IFRC


Sri Lanka: Empowering the next generation of climate champions

Published: 27 February 2014 22:35 CET

By Mahieash Johnney, IFRC

Ravindu, a 14-year-old boy from Hambantota, woke up early in the morning with much enthusiasm. He’s going on a trip to Colombo. Coming from a rural village, this trip to the city is important to him. Today he’s taking part in programme about safeguarding the environment. It may not be the most exciting subject in school, but for Ravindu this is very close to heart as he was part of a Red Cross Climate Change initiative programme that was conducted in his school last year.

In 2013 the Sri Lanka Red Cross Society with support from the International Federation of Red Cross  and Red Crescent Societies (IFRC) and the German Red Cross initiated a climate change programme to educate, inform and raise awareness on climate change and its impact on communities in Sri Lanka.    

The campaign was aimed at 6th grade school children in the 245 schools who have been given the responsibility of taking care of the plants throughout the year. They were also entrusted to monitor and record the growth of the plant, helping them to understand how trees help to mitigate the effects of climate change.

“If we want to make a change we need to educate our children,” said the President of Sri Lanka Red Cross Society Jagath Abeysinghe. “This is exactly why we chose to plant these trees within school communities. We get to teach the children the importance of safeguarding our environment and also given them a specific responsibility of taking care of it as well.”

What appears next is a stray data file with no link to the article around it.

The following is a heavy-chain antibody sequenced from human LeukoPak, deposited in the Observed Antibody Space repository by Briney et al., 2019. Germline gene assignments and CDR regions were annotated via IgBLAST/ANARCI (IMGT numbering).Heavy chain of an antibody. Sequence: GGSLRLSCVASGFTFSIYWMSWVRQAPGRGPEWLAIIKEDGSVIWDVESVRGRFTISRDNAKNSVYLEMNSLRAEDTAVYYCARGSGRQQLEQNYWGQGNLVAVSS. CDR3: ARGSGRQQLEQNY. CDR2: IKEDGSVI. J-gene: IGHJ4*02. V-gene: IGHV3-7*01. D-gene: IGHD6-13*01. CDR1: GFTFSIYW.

This year as a follow-up the society conducted a programme for the students who actively participated in the tree-planting campaign. The main objective of this event is to develop dtudents as climate champions. This is the programme that was occupying Ravindu.

As one of the activities, students were given an opportunity to identify the key environmental problem faced by their communities and, with support from their teachers, to come up with possible solutions.

“This is a continued support the Sri Lanka Red Cross Society has towards mitigating climate change,” said the society’s Director General Tissa Abeywickrama. “In all our programming we ensure that a close follow-up is done, and that we do not just do one activity and then disappear. Climate Change is a matter that needs the younger generation’s attention and action.”

“I consider this a privilege, not only to me but even to my school in order to take part in a programme like this,” said Ravindu, “This helps us to develop ourselves as leaders in the society and to gain knowledge on climate change.”

Videos, posters, leaflets and handbooks were provided for all the students and teachers so that they will be able to pass the knowledge to students in their schools and communities.

At the close of the event, each student committed to be a leader to protect the environment.  They identified few activities they will carry out in their school and communities during the year.  

During the year the representatives from the Red Cross will closely work with these students, supporting their development as champions of climate change.

The next event will be held in March 2014 in Mulliativu in North of Sri Lanka with 40 schools representing 9 districts.




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